On Journeys Through The States - Poem by Walt Whitman
ON journeys through the States we start,
(Ay, through the world--urged by these songs,
Sailing henceforth to every land--to every sea;)
We, willing learners of all, teachers of all, and lovers of all.
We have watch'd the seasons dispensing themselves, and passing on,
We have said, Why should not a man or woman do as much as the
seasons, and effuse as much?
We dwell a while in every city and town;
We pass through Kanada, the north-east, the vast valley of the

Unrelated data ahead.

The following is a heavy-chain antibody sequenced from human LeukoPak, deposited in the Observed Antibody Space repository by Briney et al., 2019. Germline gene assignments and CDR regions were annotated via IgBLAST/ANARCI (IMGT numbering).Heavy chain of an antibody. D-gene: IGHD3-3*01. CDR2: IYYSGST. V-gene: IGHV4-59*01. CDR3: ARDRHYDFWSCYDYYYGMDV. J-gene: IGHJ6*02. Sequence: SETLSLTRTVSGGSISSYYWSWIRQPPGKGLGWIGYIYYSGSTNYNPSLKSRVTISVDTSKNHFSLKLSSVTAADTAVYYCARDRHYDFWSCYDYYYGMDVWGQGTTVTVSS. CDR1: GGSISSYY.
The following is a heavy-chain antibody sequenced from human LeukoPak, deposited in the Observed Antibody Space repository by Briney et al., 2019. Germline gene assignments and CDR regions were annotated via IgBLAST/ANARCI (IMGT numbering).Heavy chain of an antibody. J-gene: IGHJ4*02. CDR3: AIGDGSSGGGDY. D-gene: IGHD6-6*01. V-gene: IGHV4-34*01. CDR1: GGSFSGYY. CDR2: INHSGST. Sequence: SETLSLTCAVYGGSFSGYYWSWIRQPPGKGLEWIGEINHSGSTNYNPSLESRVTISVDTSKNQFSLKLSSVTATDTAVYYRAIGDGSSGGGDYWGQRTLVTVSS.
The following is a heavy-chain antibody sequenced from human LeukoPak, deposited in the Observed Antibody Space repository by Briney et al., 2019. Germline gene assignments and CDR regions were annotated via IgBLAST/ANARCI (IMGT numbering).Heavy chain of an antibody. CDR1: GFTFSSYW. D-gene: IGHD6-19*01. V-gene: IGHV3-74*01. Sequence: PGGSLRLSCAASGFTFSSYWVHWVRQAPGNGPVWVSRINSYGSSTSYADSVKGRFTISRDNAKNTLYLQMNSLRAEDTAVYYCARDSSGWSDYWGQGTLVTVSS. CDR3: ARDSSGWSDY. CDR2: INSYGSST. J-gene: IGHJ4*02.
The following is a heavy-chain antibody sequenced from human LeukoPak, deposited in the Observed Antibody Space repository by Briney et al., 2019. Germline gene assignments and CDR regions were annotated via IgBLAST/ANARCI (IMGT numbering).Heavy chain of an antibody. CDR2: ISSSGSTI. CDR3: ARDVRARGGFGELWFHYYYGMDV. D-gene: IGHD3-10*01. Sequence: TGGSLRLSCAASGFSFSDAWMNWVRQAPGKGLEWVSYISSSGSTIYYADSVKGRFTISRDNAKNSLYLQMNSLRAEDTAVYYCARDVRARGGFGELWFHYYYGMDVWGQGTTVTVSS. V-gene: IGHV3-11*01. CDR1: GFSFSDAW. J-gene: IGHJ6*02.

Mississippi, and the Southern States;
We confer on equal terms with each of The States,
We make trial of ourselves, and invite men and women to hear; 10
We say to ourselves, Remember, fear not, be candid, promulge the body
and the Soul;
Dwell a while and pass on--Be copious, temperate, chaste, magnetic,
And what you effuse may then return as the seasons return,
And may be just as much as the seasons.
Comments about On Journeys Through The States by Walt Whitman
Read this poem in other languages
This poem has not been translated into any other language yet.
Still I Rise
The Road Not Taken
If You Forget Me
Edgar Allan Poe
Stopping By Woods On A Snowy Evening
Do Not Stand At My Grave And Weep
Mary Elizabeth Frye
I Do Not Love You Except Because I Love You